26. Brenken, H. and Richter, F., “Urea dewaxing expands feed choice,” Hydrocarbon Processing, 127-129 (Jan. 1979).Google Scholar
  27. Budz, J., Jones, A. G. and Mullin, J. W., “Effect of selected impurities on the continuous precipitation of calcium sulphate (gypsum),”J. Chem. Technol. Biotechnol. 36,153–161 (1986).CrossRefGoogle Scholar
  28. Calvelo, A. and Smith, J. M., “Intrapellet transport in gas-solid noncatalytic reactions,” in Chemeca’ 70 (Proceeding), 3, 1–24 (1971).Google Scholar
  29. Cardew, P. T. and Davey, R. J., “The kinetics of solvent-mediated phase transformation,” Proc. R. Soc. Lond. A398, 415–428 (1985).Google Scholar
  30. Cardew, P. T., Davey, R. J. and Ruddick, A. J., “Kinetics of polymorphic solid-state transformations,” J. Chem. Soc. Faraday Trans. 2 80, 659–668 (1984).CrossRefGoogle Scholar
  31. Casper, C., “Investigation of evaporative freeze crystallization,” G. Chem. Eng. 4, 219–225 (1981).Google Scholar
  32. Chandler, J. L., “The effect of supersaturation and flow conditions on the initiation of scale formation,” Trans. Inst. Chem. Eng. 42, T24–T34 (1964).Google Scholar
  33. Chivate, M. R. and Shah, S. M., “Separation of w-cresol by extractive crystallization,” Chem. Eng. Sci. 5, 232–241 (1956).CrossRefGoogle Scholar
  34. Chowdhury, J., “CPI warm up to freeze concentration,” Chem. Eng., 25 April, 24–31 (1988).Google Scholar
  35. Cima, M. J. and Rhine, W. E., “Powder processing for microstructural control in ceramic superconductors,” Adv. Ceram. Mater. 2 (313), 329–336 (1987).Google Scholar
  36. Clements, G. P. and Simons, A. J. F., “Separations of ortho-phenyl phenol from ortho-cyclohexyl phenol by L-L — extraction with a sodium hydroxide solution,” Proc. Int. Solv Extr. Conf. 1980 2, 1–10,80-65(1980).Google Scholar
  37. Colonia, E. J., Raynaud-Lacroze, P. O. and Tavare, N. S., “Separation of isomers: Hydrotropy and precipitation,” in Rojkowski, Z. H. (Ed.), Industrial Crystallization’ 93, Warsaw, 3-153-3-159(1993).Google Scholar
  38. Colonia, E. J. and Tavare, N. S., “Separation of eutectics through hydrotropy,” paper presented at 1994 IChemE Research Event, University College London, London (1994).Google Scholar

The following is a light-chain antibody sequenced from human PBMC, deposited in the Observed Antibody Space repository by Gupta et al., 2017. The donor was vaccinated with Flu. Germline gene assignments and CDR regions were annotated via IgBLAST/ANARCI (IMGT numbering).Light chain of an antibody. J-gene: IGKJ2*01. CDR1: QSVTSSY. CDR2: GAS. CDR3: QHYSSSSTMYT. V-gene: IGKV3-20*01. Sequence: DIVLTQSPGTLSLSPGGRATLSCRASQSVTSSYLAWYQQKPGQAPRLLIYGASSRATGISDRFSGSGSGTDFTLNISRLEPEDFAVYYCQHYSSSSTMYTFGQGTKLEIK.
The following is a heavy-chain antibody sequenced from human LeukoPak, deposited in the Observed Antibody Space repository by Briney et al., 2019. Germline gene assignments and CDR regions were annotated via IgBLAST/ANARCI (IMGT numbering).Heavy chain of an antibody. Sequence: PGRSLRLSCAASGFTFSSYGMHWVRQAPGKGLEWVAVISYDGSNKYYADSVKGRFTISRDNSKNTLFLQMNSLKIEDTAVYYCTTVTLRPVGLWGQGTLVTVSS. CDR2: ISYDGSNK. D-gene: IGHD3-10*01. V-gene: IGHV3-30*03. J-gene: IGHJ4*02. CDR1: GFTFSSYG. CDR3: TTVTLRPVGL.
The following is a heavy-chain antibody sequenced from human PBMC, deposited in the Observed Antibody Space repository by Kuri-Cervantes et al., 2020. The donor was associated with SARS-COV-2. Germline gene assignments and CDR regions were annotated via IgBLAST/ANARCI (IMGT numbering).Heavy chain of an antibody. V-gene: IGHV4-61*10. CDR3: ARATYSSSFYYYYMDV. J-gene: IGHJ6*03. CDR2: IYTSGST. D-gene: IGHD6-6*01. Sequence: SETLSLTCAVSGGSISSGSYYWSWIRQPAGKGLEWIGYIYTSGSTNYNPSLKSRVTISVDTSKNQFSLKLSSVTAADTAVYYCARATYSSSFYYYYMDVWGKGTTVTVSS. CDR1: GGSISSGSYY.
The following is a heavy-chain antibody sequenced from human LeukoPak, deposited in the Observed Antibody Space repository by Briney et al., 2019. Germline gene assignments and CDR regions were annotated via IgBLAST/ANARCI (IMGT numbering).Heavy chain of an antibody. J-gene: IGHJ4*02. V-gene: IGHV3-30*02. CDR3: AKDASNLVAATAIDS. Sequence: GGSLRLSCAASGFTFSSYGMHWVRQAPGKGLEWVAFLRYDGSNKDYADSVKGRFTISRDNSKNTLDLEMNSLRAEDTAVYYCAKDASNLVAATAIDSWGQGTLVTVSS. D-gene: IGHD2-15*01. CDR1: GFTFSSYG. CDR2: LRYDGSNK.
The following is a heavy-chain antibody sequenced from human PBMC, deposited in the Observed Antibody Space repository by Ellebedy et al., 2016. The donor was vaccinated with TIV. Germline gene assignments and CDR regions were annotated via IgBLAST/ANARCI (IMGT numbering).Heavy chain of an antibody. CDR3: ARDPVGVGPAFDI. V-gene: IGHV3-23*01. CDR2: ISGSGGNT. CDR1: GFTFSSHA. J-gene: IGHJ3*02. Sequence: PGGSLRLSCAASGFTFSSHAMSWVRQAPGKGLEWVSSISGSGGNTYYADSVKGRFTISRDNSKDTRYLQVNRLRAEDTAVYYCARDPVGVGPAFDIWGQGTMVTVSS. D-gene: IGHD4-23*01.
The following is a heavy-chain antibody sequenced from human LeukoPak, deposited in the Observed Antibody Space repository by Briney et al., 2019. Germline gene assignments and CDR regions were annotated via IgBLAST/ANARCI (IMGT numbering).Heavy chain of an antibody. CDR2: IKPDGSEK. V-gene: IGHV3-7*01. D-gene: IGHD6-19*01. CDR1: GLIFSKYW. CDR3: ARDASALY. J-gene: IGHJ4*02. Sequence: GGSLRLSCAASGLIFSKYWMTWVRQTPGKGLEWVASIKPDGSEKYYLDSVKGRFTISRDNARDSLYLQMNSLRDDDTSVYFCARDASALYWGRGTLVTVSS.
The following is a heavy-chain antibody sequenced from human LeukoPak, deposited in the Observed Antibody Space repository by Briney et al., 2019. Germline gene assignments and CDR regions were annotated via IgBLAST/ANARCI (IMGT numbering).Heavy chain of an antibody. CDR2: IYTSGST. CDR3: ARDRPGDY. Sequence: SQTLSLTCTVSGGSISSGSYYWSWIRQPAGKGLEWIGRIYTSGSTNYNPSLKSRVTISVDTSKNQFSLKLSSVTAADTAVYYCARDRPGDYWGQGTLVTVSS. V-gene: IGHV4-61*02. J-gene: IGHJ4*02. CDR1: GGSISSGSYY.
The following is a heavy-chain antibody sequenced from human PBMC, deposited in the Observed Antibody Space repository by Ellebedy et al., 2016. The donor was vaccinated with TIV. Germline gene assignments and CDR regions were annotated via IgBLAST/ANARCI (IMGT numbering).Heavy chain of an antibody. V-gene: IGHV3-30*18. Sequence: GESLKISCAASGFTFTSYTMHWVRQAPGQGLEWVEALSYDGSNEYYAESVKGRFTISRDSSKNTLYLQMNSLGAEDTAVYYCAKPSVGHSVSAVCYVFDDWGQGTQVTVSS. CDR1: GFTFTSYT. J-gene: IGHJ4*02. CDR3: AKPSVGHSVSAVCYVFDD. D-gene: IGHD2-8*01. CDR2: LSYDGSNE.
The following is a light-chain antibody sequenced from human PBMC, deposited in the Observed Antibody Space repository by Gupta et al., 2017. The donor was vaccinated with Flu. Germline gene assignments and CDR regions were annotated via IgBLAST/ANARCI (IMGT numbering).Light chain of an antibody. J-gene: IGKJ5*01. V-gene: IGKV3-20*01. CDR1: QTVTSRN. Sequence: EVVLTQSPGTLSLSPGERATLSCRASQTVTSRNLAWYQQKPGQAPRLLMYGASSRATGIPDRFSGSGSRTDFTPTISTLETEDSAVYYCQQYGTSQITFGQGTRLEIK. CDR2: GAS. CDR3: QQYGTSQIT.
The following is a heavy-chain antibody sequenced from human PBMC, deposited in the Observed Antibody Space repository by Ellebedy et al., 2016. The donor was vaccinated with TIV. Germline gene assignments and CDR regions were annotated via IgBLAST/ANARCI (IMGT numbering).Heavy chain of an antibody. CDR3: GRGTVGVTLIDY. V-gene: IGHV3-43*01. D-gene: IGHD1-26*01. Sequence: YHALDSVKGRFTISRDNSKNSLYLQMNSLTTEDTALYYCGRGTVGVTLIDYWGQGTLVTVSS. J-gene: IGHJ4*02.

39. Dale, G. H., “Crystallization, extractive and adductive”, in McKetta, J. J. (Ed.), Encyclopedia of Chemical Processing and Design, 13, 456–506 (1981).Google Scholar
  40. Davey, R. J. “The control of crystal habit”, in de Jong, E. J. and Jancic, S. J. (Eds.), Industrial Crystallization 78, (7th Symposium, Warsaw), North-Holland, Amsterdam, 169–183 (1979).Google Scholar
  41. Davey, R. J., Black, S. M., Bromley, L. A., Coltier, D., Dobbs, B. and Rout, J. E., “Molecular design based on recognition at inorganic surfaces,” Nature 353, 549–551 (1991).CrossRefGoogle Scholar
  42. Davey, R. J., Guy, P. D. and Ruddick, A. J., “The IV-III polymorphic phase transition in aqueous slurries of ammonium nitrate,” J. Colloid Interface Sci. 108, 189–192(1985).CrossRefGoogle Scholar
  43. Davey, R. J., Mullin, J. W. and Whiting, M. J. L., “Habit modification of succinic acid crystals grown from different solvents”, J. Crystal Growth 58, 304–312 (1982).CrossRefGoogle Scholar
  44. Davey, R. J. and Richards, J., “A solvent mediated phase transformation in an aqueous suspension of an azo disperse dye,”/. Crystal Growth 71, 597–601 (1985).CrossRefGoogle Scholar
  45. Davies, G. A., Yang, M. and Garside, J., “The selective separation and precipitation of salts in a liquid surfactant membrane system,” in Mersmann, A. (Ed.), Industrial Crystallization’ 90, Garmisch-Partenkirchen, Germany, 163–168 (1990).Google Scholar
  46. de Vreugd, C. H., Witkamp, G. J. and van Rosmalen, G. M., “The influence of lanthanide ions on the growth kinetics of gypsum and on the uptake of cadmium,” in Mersmann, A. (ed), Industrial Crystallization’ 90, 649-654 (1990).Google Scholar
  47. Dickey, L. C, Radewonuk, E. R. and Dallmer, M. F., “Determining ice content of a fine ice slurry from density measurements,” AIChEJ. 35, 2033–2036 (1989).CrossRefGoogle Scholar
  48. Dickinson, E., Goller, M. I., McClements, D. J. and Povey, M. J. W., “Monitoring crystallization in simple and mixed oil-in-water emulsions using ultrasonic velocity measurement, in food polymers, gels and colloids,” Dickinson, E. (Ed.), R. Soc. Chem., Series III, 171-179 (1981).Google Scholar
  49. Dikshit, R. C. and Chivate, M. R., “Separation of nitrochlorobenzenes by extractive crystallization,” Chem. Eng. Sci. 25, 311–317 (1970).CrossRefGoogle Scholar
  50. Dikshit, R. C. and Chivate, M. R., “Selectivity of solvent for extractive crystallization,” Chem. Eng. Sci. 26, 719–727 (1971).CrossRefGoogle Scholar
  51. Doherty, R. and Roberts, K. J., “Modelling of the morphology of molecular crystals: anthracene, biphenyl and ß-succinic acid,” J. Crystal Growth 88, 159–168 (1988).CrossRefGoogle Scholar
  52. Dudukovic, M. P. and Lamba, H. S., “Solution of moving boundary problems for gas-solid non-catalytic reactions by orthogonal collection,” Chem. Eng. Sci. 33, 303–314 (1978a).CrossRefGoogle Scholar
  53. Dudukovic, M. P. and Lamba, H. S., “A zone model for reactions of solid particles with strongly adsorbing species,” Chem. Eng Sci. 33, 471–478 (1978b).CrossRefGoogle Scholar
  54. Duncun, A. G. and Philips, R. H., “The dependence of heat exchanger fouling on solution undercooling,” J. Sep. Proc. Technol. 1, 29–35 (1979).Google Scholar
  55. Duncun, A. G. and West, C. D., “Prevention of incrustation on crystallizer heat exchangers by ultrasonic vibration,” Trans. Inst. Chem. Eng. 50, 109–114 (1972).Google Scholar
  56. Egan, C. J. and Luthy, R. V., “Separation of xylenes,” Ind. Eng. Chem. 47, 250–253 (1955).CrossRefGoogle Scholar